Fed up with all that heavy food? Yes, me too a bit. Probably that second, or was it third?, slice of blue cheese tart that did it. This gorgeous Vietnamese soup is the perfect antidote to all of that buttery, floury heaviness and just right for refreshing the palate and brain after a few weeks of stodge. I have made Thai soup lots and lots of times and, although the basic ingredients aren’t that different, I have to say I prefer this. It might have something to do with the star anise and white pepper, which are always included in every Vietnamese recipe I have tried and though the latter isn’t my favourite ingredient, the former is becoming one. My best friend told me that she put a couple of anise in the beef mince she was cooking for her shepherd’s pie, post reading about it in Heston Blumenthal’s new book. I tried it cold and the anise added warmth to the flavour, if that makes sense. It does something wonderful to this soup too.
This recipe is adapted from Around My French Table, still high up on my current preferred cookbooks. Damn, the recipes are long, you might say when you see it but, in fact, they only look long; in reality, with a bit of judicious pruning they are nowhere near as daunting. What’s more, having tried baking, soups and stews from it I have yet to encounter a dud; that is quite a feat. I cut this one back quite a lot because a) there is no way I am wrapping spices up in cheesecloth and tying them with kitchen string (by the way, Dorie’s editor, you forgot to remove them) and b) Dorie poaches her chicken whole, cools the soup then cuts the chicken into small pieces, then reheats it; I decided just to cut the chicken into smaller pieces in the first place to avoid all that faffing and, finally, c) most dried noodles available today only need soaking in cold or hot water not cooking. Once I’d done all of that cutting, this was a 30-minute wonder. And it really is wonderful. Positively brimming with health too if, unlike me, you manage to eat just one bowl…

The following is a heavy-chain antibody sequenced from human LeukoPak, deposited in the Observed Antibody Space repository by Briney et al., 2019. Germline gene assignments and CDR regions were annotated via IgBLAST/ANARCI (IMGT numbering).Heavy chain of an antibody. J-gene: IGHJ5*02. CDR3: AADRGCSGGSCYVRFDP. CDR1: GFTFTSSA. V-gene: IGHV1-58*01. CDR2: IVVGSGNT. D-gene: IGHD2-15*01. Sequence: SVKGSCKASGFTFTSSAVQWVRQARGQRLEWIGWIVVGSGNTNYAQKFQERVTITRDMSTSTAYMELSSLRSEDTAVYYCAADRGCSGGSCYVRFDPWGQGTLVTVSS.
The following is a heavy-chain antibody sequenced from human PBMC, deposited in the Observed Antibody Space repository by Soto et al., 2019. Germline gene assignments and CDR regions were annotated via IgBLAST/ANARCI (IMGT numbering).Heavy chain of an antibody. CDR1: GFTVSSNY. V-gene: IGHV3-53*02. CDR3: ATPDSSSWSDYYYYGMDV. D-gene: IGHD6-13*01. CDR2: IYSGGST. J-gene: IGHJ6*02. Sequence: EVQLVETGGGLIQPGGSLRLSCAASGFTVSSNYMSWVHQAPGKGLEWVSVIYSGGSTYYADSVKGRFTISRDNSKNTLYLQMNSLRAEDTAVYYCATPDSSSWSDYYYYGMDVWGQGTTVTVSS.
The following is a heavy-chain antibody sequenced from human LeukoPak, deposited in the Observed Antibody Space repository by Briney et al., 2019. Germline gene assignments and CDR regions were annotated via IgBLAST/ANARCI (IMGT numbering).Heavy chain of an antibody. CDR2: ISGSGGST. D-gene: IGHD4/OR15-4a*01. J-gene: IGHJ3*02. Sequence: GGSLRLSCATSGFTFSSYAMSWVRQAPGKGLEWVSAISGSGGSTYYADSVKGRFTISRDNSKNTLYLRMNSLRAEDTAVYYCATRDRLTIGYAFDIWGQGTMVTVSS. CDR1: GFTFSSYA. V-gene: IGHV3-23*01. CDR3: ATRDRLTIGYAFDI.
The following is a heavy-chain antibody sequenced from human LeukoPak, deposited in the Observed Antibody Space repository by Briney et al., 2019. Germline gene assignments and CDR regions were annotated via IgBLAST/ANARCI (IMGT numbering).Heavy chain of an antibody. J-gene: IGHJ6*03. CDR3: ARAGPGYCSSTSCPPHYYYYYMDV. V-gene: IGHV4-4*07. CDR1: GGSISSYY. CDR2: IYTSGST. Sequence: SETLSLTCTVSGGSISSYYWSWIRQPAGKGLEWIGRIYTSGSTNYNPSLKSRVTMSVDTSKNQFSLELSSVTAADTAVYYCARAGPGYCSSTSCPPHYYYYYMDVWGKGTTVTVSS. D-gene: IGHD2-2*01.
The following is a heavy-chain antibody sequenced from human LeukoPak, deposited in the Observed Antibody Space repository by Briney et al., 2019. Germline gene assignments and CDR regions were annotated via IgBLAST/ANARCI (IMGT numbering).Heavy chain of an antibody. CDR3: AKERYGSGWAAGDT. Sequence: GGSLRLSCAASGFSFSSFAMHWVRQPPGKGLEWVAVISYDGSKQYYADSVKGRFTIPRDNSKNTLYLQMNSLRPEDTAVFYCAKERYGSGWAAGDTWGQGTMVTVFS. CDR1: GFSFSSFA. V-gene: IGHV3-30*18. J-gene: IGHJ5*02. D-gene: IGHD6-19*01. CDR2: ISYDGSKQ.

Vietnamese soup (adapted from Around My French Table)
For two to three portions you will need:
Cupboard (or things you may already have)
small white onion, ½
garlic cloves, 2
chicken stock, 750ml
brown sugar, 1 scant teaspoon
salt, to taste
Shopping list (don’t be scared now…)
fresh coriander, small bunch with stems if possible
star anise, 2
coriander seeds, ½ teaspoon
ground white pepper, ½ teaspoon
fresh ginger, a piece about 1 cm
dried red chillies, 2
coconut milk, ½ normal-sized tin i.e. 200ml
fish sauce, about 25ml (a tablespoon)
bone-in chicken pieces, leg or thighs, 250g (you may prefer to use chicken breasts but it won’t be as tasty; meat on the bone is more flavourful)
rice or egg noodles, 75g
Optional (to garnish)
beansprouts, a handful (about 50g)
fresh mint leaves
1. First, wash the coriander, trim the ends then cut the stems off. Chop one of the limes in half and juice the halves.
2. Peel and chop the onion, garlic and ginger finely.
3. Make up the stock, if necessary.
4. Using kitchen scissors, cut the chicken off the bone and into small pieces. Keep the bones.
5. Put the coriander stems, chopped onion, garlic and ginger, stock, sugar, star anise, coriander seeds, white pepper, dried red chillies, coconut milk, fish sauce and pinch of salt into a saucepan and bring to the boil.
6. Lower the heat so that the liquid is just simmering then add the trimmed chicken meat and the bones (they will need removing at the end but they will enrich the flavour), cover and cook until the chicken is cooked through (this can take from 5 to 15 minutes depending on the size of the pieces).
7. Whilst the chicken is cooking, prep the noodles according to their packet instructions. Once done, tip them into a colander, rinse in lots of cold water and drain well.
8. As soon as the chicken is cooked, remove the bones if used, bring the soup back to the boil for a second or two, lower the heat then add the noodles. Season to taste with the lime juice, more fish sauce and salt.
9. Finally, stir in the coriander leaves and any of the garnishes, if using (I added only beansprouts), and serve with some extra lime quarters for squeezing over the top.
I am that friend who used star anise. Yum! Can you taste the white pepper tho’? I can detect white pepper at 50 paces. Not too keen. Could I substitute?
Hello Star Anise friend! I’ve never come across black pepper being used in a Vietnamese recipe so, rather than substitute, I’d be tempted to cut it all together. I’ll try it next time (which will be soon…) and let you know.